unequal to the strain upon them. The colliery from which the coal is drawn in the vicinity was formerly worked by the Earl of Dudley, but of late years by Messrs. Parsons
and Cooper. Subsidences from the working of mines are, of course, a common occurrence in all districts where coal is won, and near Cradley Station, half a mile away, a
subsidence has been going on for the last eight months, entailing constant ballasting of the Great Western Railway, and extensive repairs in the works of Messrs.
Wood-Aston and Co. At one spot the Stour has been more than doubled in width by the sinking of the bed of the river and of the ground near it. Near the side of the
railway the ground has gone down nearly 12 feet, and an enormous quantity at material has been used in keeping up the line and sidings to the required level for their
purpose. Returning to the question of the subsidences in Grainger's Lane, a meeting of property-owners and owners interested in the matter was held at the
Primitive Methodist Schools on Wednesday night, at which the Rev. Mr. Sheppard presided. A resolution was passed as to the desirability of united action with regard to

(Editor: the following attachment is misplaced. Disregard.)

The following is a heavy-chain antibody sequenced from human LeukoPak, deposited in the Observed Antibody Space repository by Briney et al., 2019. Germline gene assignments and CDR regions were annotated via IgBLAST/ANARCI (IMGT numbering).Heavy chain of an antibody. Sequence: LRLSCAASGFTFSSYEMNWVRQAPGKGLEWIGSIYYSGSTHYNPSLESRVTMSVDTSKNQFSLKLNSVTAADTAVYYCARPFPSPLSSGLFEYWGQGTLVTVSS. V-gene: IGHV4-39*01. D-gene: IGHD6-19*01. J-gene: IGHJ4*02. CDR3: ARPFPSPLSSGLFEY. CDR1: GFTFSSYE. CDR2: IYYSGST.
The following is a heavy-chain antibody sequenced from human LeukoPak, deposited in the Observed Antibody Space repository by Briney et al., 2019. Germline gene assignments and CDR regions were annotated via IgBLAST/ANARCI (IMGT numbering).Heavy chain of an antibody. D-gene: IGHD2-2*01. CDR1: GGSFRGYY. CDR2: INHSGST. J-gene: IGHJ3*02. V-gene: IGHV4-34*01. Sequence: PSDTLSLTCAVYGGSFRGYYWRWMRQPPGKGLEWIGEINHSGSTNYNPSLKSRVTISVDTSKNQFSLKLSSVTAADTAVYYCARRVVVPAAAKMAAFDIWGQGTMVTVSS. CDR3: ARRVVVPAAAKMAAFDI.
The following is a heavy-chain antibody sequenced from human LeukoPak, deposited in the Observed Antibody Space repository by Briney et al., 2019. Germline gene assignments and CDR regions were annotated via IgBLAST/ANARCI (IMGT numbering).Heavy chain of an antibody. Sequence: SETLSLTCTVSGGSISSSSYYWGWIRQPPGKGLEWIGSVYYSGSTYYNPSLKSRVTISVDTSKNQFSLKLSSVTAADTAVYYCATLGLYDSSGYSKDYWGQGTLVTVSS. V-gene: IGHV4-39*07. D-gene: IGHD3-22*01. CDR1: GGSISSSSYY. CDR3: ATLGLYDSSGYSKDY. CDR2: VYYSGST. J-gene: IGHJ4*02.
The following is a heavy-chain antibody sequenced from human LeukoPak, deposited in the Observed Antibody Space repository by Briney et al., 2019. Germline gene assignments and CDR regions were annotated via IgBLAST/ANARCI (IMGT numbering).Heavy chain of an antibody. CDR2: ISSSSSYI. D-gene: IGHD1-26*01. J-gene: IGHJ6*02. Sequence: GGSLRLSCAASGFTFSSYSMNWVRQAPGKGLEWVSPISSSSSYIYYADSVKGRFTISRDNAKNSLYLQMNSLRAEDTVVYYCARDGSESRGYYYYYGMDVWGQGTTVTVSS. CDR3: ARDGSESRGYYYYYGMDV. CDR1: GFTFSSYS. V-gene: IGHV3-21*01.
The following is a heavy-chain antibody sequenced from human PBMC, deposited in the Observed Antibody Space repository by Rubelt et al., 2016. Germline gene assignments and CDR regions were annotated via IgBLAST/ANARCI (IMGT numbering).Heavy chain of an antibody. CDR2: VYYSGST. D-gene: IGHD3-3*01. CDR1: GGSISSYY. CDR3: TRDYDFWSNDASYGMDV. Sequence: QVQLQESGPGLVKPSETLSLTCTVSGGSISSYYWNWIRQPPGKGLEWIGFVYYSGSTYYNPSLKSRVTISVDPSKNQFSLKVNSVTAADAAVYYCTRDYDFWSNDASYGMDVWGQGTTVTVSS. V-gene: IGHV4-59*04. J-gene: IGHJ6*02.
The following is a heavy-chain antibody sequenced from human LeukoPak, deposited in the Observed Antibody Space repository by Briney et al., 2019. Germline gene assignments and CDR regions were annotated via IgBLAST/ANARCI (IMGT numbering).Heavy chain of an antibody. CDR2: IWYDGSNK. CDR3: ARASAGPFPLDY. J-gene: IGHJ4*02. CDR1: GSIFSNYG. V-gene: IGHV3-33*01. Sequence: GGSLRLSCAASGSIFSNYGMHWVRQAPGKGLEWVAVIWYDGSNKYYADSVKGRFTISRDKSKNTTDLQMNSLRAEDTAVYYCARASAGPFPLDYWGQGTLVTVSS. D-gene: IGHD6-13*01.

any steps to obtain compensation for the damage that has been occasioned. A deputation was appointed to wait on the colliery proprietors who have been alleged to be
responsible for the damage, and the meeting was adjourned with the view of receiving their report. A hope was expressed that some amicable understanding might be come
to in regard to the matter."
"Mining Subsidence at Cradley Heath"
Birmingham Daily Post : July 6th 1888 Page 5.
"Early on Tuesday morning, the body of a man named Timothy Head , who formerly resided in Grainger's Lane, Cradley Heath, was
found at the bottom of one of the shafts at the Rattle Chain Colliery. The deceased left home on Tuesday night shortly after ten o'clock, saying he was going for a walk.
He did not return, and Wednesday his hat was found near the mouth of the pit. The body was terribly mutilated. The depth of the pit is about two hundred yards, and a public
highway runs close it."
"Terrible Fall Down a Pit Shaft"
Grantham Journal : February 1st 1896 Page 7.